Millions of Americans with disabilities rely on hope to get them through each day; hope for a breakthrough; hope for gaining or reclaiming independence; and hope for a friend. Each year, hundreds of them find hope at a handful of organizations across the country that train assistance dogs for people with disabilities. Dogs aren’t just pets anymore – they’re service dogs for the handicapped and for children with other special needs.
For one Golden Retriever dog named Viva, the term “man’s best friend” is a very accurate statement. Viva’s training and instincts were paired together to create a dog who was trained to serve as a guardian for her seizure-prone owner Maddie.
Viva plays an important role when it comes to ensuring the safety of Maddie. Seizures can cause injury and even death due to secondary injuries that occur when a seizure strikes unexpectedly. Viva gives a warning before each seizure, which allows the staff at St. Rita to give Maddie the appropriate medication to stop the seizure from happening.
In addition, Maddie has balance and mobility issues and Viva is specially trained to assist her in tasks she cannot perform alone like helping her stand upright by becoming a counterweight when she starts to fall, and helping her maneuver up and down stairs. In eight short months Maddie and Viva have formed an unbreakable bond.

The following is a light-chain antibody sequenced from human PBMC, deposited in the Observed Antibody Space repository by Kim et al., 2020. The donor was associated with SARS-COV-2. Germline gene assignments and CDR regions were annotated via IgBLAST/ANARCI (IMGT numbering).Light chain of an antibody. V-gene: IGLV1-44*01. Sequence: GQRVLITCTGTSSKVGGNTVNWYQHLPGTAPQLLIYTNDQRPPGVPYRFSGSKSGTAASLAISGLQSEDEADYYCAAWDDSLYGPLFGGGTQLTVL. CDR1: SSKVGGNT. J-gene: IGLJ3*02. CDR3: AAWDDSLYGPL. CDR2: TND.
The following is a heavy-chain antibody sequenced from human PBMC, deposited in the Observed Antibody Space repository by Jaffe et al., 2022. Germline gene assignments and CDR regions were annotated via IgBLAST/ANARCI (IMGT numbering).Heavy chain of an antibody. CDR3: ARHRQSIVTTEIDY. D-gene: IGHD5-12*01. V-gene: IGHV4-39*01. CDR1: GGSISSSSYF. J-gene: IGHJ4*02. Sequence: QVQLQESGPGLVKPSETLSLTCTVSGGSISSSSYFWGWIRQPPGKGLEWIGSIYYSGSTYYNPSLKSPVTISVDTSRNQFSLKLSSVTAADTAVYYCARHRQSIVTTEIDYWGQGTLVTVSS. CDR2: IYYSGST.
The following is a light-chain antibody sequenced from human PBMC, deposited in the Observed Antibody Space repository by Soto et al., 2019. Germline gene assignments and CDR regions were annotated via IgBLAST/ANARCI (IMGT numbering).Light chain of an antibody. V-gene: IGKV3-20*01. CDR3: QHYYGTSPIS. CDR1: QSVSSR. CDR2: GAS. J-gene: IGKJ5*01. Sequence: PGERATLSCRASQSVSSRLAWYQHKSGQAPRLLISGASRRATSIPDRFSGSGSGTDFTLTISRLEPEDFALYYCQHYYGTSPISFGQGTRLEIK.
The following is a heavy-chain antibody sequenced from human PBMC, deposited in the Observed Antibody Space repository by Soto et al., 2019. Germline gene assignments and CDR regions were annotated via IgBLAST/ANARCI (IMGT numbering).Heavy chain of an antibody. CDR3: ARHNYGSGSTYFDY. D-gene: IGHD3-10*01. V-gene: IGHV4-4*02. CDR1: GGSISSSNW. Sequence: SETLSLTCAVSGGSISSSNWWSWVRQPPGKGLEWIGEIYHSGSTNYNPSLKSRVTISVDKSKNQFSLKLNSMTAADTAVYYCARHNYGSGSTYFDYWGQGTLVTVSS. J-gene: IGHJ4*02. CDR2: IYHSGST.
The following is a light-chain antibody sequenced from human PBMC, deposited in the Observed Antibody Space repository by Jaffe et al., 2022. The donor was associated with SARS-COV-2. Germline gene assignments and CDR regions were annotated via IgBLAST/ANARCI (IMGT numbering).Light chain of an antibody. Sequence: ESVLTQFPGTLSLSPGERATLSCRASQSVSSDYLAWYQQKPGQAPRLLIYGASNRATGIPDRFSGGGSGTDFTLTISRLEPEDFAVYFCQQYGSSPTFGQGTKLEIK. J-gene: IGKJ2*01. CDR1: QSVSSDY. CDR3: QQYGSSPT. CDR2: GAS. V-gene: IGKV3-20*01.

Since November Viva has alerted the staff at St. Rita four times that a seizure is about to occur and every time the seizure was prevented. Since Maddie is having fewer seizures her academic progress has blossomed, she is no longer losing skills as a result of the seizures and so she is retaining much more knowledge. Maddie and Viva’s story are just one of many that occur in the halls of St. Rita School everyday.
To learn more on St. Rita School for the Deaf and hear more student stories please visit http://youtu.be/E8Qd-6AdgDo